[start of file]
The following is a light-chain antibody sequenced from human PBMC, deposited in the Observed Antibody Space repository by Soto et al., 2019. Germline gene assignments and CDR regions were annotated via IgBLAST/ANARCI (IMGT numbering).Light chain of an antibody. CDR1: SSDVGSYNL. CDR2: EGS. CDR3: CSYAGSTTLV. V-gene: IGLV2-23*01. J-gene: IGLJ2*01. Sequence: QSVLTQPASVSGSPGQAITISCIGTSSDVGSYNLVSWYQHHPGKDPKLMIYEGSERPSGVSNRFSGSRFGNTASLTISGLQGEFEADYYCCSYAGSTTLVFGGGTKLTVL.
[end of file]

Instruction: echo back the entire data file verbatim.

The following is a light-chain antibody sequenced from human PBMC, deposited in the Observed Antibody Space repository by Soto et al., 2019. Germline gene assignments and CDR regions were annotated via IgBLAST/ANARCI (IMGT numbering).Light chain of an antibody. CDR1: SSDVGSYNL. CDR2: EGS. CDR3: CSYAGSTTLV. V-gene: IGLV2-23*01. J-gene: IGLJ2*01. Sequence: QSVLTQPASVSGSPGQAITISCIGTSSDVGSYNLVSWYQHHPGKDPKLMIYEGSERPSGVSNRFSGSRFGNTASLTISGLQGEFEADYYCCSYAGSTTLVFGGGTKLTVL.